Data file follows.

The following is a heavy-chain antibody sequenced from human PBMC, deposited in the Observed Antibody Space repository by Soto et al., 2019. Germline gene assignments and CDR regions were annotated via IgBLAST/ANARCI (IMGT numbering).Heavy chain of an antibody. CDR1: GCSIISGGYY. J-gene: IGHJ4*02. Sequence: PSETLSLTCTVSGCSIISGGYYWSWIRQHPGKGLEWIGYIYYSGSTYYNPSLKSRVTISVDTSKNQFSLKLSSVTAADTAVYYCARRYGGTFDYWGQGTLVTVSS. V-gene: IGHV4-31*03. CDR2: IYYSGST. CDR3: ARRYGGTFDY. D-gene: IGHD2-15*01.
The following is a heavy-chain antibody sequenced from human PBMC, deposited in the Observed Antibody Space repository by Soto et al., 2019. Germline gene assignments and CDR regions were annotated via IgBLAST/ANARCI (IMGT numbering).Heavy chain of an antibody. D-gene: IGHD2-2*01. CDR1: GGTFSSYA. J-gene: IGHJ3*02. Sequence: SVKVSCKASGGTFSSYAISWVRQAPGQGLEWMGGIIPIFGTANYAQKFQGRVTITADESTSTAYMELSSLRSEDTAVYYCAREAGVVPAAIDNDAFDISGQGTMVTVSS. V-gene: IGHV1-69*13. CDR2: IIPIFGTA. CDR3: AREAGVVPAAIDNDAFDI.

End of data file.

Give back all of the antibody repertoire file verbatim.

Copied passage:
The following is a heavy-chain antibody sequenced from human PBMC, deposited in the Observed Antibody Space repository by Soto et al., 2019. Germline gene assignments and CDR regions were annotated via IgBLAST/ANARCI (IMGT numbering).Heavy chain of an antibody. CDR1: GCSIISGGYY. J-gene: IGHJ4*02. Sequence: PSETLSLTCTVSGCSIISGGYYWSWIRQHPGKGLEWIGYIYYSGSTYYNPSLKSRVTISVDTSKNQFSLKLSSVTAADTAVYYCARRYGGTFDYWGQGTLVTVSS. V-gene: IGHV4-31*03. CDR2: IYYSGST. CDR3: ARRYGGTFDY. D-gene: IGHD2-15*01.
The following is a heavy-chain antibody sequenced from human PBMC, deposited in the Observed Antibody Space repository by Soto et al., 2019. Germline gene assignments and CDR regions were annotated via IgBLAST/ANARCI (IMGT numbering).Heavy chain of an antibody. D-gene: IGHD2-2*01. CDR1: GGTFSSYA. J-gene: IGHJ3*02. Sequence: SVKVSCKASGGTFSSYAISWVRQAPGQGLEWMGGIIPIFGTANYAQKFQGRVTITADESTSTAYMELSSLRSEDTAVYYCAREAGVVPAAIDNDAFDISGQGTMVTVSS. V-gene: IGHV1-69*13. CDR2: IIPIFGTA. CDR3: AREAGVVPAAIDNDAFDI.